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EDITORIAL: The cycle of dysfunction deepens in Washington

It may be news to political activists and a Beltway intelligentsia transfixed by Washington’s relentless conflicts, but millions of ordinary Americans manage to carry on with their lives — work, family, friends — regardless of who occupies the White House or controls the House and Senate. The affairs of day-to-day life — mundane, at times, but vital to personal respect and a healthy community — take priority over the constant cacophony that today dominates the nation’s capital.

And constant it is. Many Democrats have complained that the impeachment proceedings against President Donald Trump have been met with a giant yawn in pockets of the country. New York Times columnist Maureen Dowd bemoaned recently that “no one cares” about the historic attempt to remove Mr. Trump from office. “One Democratic staffer mourned the apathy,” she wrote. “ ‘Our phones aren’t ringing,’ he told me. ‘Nobody cares. It is the saddest thing ever.’ ”

But what should one expect? In this age of social media and the 24/7 news and opinion cycle, Americans are bombarded and assailed by partisan hype, gloom and doom from the moment they sip their morning coffee to the moment they switch off the lights. They aren’t unaware of their civic responsibilities, but they also don’t feel the need to immerse themselves in the pettiness and vitriol that characterizes so much current political discourse, regardless of party. They have more important things to worry about and aren’t invested in the overheated notion, depending on perspective, that Mr. Trump or House Speaker Nancy Pelosi are either saviors seeking to preserve democracy or the most pressing threats to the republic since its founding.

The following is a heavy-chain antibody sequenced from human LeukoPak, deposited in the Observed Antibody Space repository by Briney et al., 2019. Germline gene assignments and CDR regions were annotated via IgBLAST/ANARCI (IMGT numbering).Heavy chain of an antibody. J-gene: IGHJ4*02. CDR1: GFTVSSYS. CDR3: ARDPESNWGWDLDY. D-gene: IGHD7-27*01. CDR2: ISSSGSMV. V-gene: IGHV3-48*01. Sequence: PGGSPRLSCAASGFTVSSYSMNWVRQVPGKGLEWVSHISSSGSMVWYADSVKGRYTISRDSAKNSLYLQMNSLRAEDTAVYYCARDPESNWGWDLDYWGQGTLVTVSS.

The impeachment trial, after all, is essentially over — and it ended up right where all but the most dreamy Democrats knew it would. The Senate will vote to acquit Mr. Trump, and Democrats, who have spent the past three years seeking to overturn the 2016 election, will, with straight faces, declare the death of American democracy. The over-the-top partisanship and divisive rhetoric will grow only more heated, particularly as the election approaches.

Because that’s what all this is really about, isn’t it? Positioning for the 2020 election? Nobody in Washington truly believes that, had a more conventional president made a misguided and ham-fisted effort in a monitored phone call to lean on an ally to investigate a political opponent involved in potential corruption, it would have culminated in the drastic step of an impeachment trial. But Democrats break into hives at the mere thought of four more years of Mr. Trump and face the risky prospect of a radical leftist as their November standard-bearer. Hence, the desperate measures.

Ignore the lofty rhetoric about the Founding Fathers and “high crimes and misdemeanors.” It doesn’t take a cynic to suspect that his futile impeachment was no high-minded defense of the Constitution. Rather, it was intended both to damage vulnerable Republican senators in an effort to boost Democratic chances to retake the upper chamber and to further stoke a sense of Trump fatigue among vital independents and moderates, particularly in battleground states. Perhaps it will work. Perhaps it will backfire, as the GOP discovered in 1998. The American voters will decide in nine months, as it should be.

In the meantime, Democrats have already begun mewling about Mr. Trump’s acquittal being “illegitimate.” They are certainly free to pound the table or hold their breath in furious protest. But there’s nothing “illegitimate” about it. The Constitution lays out the process for impeachment. The House, wisely or not, voted on the articles and delivered them to the Senate, which held a trial. There are not enough votes to convict. The system worked as intended. Case closed. And for most Americans, life marches on, even as Washington spirals deeper into dysfunction.

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